Last night my ex-manfriend and I went out for beers. He said he wanted to leave me with a better impression than our last meeting, which in truth, was a complete disaster. I went to his apartment last week to pick up some documents I had left there and was greeted in a somewhat hostile manner by his roommate who demanded to know whether D was expecting me. Then my ex couldn’t actually find the documents he had set aside days before. I stood in his room feeling awkward as he apologized profusely for the situation. Ultimately, they were located covered in goo and in the trash. Not a great memory on either of our parts.
So we met for a drink to repair that image. And I am thankful that we can still chat and joke and voice our opinions to each other – without getting angry, without wanting to get back together. I am not so thankful to be back at square one. As he walked me home he said that he was going to have to remember how to meet girls. I confessed that I was not pleased to be back on the single track in San Francisco. Whatever you may have heard about the dating scene in SF being one of the best in the country, it’s all lies. It’s not hard to get a date, it’s hard to go on dates with people you actually like … Let me explain.
The San Francisco Bay Area is plagued with a type of man I like to call the serial upgrader. He is someone you meet who decides you are great. Wonderful even. His type of gal. You go out to dinner. You go hiking together. You go to professional sporting events together. (Which you likely know more about than him.) He introduces you to his friends. You are kind of like a new car at this point. Things seem to be going … well. And then the fear sets in. What if you are a really great gal … but there is an even better version of you out there for him to date? And then you are back at square one. Which in all honesty, is probably a good thing. Because if you had to explain baseball to one more boyfriend …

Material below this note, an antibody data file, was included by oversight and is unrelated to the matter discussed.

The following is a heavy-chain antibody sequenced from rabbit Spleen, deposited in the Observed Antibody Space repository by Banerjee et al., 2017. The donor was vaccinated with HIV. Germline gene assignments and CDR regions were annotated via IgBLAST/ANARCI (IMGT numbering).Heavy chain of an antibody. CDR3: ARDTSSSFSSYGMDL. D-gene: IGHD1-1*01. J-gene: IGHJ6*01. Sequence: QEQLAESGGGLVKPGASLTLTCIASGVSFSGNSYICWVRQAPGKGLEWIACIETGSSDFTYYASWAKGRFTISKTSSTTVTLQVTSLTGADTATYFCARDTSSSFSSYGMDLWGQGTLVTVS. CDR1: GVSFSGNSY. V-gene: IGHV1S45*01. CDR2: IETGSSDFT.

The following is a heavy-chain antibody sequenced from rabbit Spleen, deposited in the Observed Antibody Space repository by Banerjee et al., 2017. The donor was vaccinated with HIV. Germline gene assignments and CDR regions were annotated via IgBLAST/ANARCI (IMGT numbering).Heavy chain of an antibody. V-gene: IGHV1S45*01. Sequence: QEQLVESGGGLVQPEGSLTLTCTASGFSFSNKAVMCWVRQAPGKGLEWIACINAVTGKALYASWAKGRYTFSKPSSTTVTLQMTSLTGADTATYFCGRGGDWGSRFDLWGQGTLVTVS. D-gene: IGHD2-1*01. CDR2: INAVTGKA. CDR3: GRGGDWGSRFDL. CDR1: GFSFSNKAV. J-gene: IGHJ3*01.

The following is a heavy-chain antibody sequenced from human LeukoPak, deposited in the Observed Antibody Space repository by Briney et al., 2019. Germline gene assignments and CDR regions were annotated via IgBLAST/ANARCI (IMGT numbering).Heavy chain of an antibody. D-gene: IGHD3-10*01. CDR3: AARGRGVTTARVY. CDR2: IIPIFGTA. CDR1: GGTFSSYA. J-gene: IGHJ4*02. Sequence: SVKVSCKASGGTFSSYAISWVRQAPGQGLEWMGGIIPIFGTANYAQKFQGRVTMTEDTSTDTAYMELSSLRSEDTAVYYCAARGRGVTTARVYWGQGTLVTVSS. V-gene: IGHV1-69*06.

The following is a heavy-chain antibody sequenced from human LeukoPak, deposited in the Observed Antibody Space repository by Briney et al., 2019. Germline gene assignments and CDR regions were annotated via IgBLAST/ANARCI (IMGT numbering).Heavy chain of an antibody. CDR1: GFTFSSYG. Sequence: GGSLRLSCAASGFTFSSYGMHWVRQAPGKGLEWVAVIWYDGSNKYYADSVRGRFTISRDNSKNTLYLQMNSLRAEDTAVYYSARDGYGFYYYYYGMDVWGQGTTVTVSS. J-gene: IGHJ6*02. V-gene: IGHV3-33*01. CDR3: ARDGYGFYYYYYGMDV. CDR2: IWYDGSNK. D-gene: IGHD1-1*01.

I suspect this phenomenon has something to do with proximity to Silicon Valley. Think about it. There is always some new gadget or software coming out that promises to change your world. Redefine your life. It promises to be better, faster, easier to handle, more intuitive, lighter, sleeker, more informative, more … well more. And because these devices are constantly receiving upgrades, it makes it harder to commit to the first version you discovered. So you hold out on buying the first version, and wait for the 2.0 or 3.0 version to come along. Don’t believe me? Look around. Does anyone still use the first iPod? That thing resembles a cell phone from the early 90s it’s so big. But it still works beautifully.
And it’s not just people’s inherent desire to upgrade. Our culture forces you whether you want to or not. Case in point: me. Six months ago my phone from college died. It was a cute phone. It did not have Internet or photo capabilities. It was difficult to use for texting. But it was great at receiving phone calls. Which is a good thing. Because I am old school and that’s the way I prefer to communicate. Unfortunately, I dropped it in a glass of water and killed it.
When I went to the Verizon store to search for its replacement I discovered they no longer made anything that … simple. The guy ended up selling me something that was way more than I needed, way more than I even wanted. It takes pictures. That’s nice. But I never use it. It has the Internet. Which is convenient. But, I get charged for it. The phone has a nice touch screen. It looks pretty. But it only works half the time. So I often stare at the p.o.s. phone and recall all of the wonderful things about my first. If only I hadn’t screwed it up. If only I hadn’t gotten greedy. If only.